constant counterpoint is what's going on up at the front as
an endless succession of petty criminals caught the previous
night, the aforementioned muggers, pimps, and hookers, are
shuttled in, given a quick appearance before a JUDGE who
sets bond, and then shuttled out.
In the audience, one man stands out--DOUGLAS CADDY. He is
extremely well-dressed and obviously successful. Beside him
sits another smaller man, who is unshaven and squints.
WOODWARD moves in, sits alongside CADDY.
Mr. Caddy? My name's Bob Woodward,
I'm from the Post and I wanted to
ask about how you happened to come
on this case--
--I'm not here.
He takes out a small notebook, writes, muttering aloud as he
Douglas Caddy, the attorney of record,
when questioned about his presence
in the courtroom, denied he was in
the courtroom, "I'm not here," Mr.
Clearly, I am here, but only as an
individual, I'm not the attorney of
Mr. Rafferty has that position.
Whatever you want, you'll have to
get from him, I have nothing more to
And as he gets up, walks off--
THE WATER FOUNTAIN IN THE CORRIDOR. There is a small line.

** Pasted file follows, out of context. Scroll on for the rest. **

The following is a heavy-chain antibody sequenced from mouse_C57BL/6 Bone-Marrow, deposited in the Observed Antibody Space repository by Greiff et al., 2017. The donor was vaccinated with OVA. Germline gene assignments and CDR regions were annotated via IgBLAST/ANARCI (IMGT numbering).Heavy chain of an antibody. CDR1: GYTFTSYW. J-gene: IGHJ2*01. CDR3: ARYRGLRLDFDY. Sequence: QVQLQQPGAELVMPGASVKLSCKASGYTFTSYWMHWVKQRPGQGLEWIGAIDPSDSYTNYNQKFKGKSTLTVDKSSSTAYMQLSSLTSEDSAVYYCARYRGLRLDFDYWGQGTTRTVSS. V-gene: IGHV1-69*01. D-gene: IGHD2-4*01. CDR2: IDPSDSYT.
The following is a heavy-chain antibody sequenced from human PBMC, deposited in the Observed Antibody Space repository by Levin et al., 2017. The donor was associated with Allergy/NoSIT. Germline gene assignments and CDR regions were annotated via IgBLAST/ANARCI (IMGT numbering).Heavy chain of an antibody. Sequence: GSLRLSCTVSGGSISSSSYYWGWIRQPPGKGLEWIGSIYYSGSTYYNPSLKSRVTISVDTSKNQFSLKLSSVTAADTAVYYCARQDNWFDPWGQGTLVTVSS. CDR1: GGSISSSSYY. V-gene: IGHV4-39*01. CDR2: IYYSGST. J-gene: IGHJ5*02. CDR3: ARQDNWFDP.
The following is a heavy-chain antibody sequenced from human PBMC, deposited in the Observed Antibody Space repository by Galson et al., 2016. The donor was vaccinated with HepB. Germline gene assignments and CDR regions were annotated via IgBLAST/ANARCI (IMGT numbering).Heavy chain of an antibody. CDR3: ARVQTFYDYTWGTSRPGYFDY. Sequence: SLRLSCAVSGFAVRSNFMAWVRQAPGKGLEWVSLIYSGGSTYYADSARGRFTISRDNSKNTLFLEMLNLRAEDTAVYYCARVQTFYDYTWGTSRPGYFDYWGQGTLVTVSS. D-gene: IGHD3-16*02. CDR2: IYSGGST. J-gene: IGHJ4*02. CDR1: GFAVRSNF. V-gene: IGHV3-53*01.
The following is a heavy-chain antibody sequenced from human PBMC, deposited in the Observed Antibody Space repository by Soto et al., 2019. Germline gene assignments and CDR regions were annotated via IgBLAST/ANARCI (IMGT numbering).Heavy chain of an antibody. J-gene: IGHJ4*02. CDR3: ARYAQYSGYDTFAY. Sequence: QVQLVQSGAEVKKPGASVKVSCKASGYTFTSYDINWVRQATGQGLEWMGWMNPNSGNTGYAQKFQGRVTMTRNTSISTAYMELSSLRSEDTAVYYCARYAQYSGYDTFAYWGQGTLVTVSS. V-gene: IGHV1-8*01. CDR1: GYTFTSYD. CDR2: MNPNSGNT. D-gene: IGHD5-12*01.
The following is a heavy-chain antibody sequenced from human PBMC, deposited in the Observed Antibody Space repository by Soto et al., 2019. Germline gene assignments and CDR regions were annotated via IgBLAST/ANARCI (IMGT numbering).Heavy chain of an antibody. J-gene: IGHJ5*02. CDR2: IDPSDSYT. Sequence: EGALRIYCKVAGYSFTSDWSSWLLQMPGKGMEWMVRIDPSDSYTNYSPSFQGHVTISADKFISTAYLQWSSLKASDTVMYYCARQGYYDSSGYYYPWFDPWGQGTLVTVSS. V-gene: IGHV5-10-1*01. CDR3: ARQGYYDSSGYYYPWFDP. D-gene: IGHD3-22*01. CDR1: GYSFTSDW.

CADDY waits at the end of it.
(moving in behind him)
Mr. Rafferty was very helpful. Four
Cuban-Americans and this other man,
Look, I told you inside--
--you have nothing more to say, I
CADDY turns away; WOODWARD goes right on.
What I don't understand is how you
I assure you, there's nothing
Probably you're right, but a little
while ago, I was talking to a couple
of lawyers who'd been assigned to
represent the burglars.
Well, they never would have been
assigned if anyone had known the
burglars had arranged for their own
counsel. And that could only mean
the burglars didn't arrange for their
own counsel--they never even made a
(looks at CADDY)
So if they didn't ask for you to be
here, how did you know to come?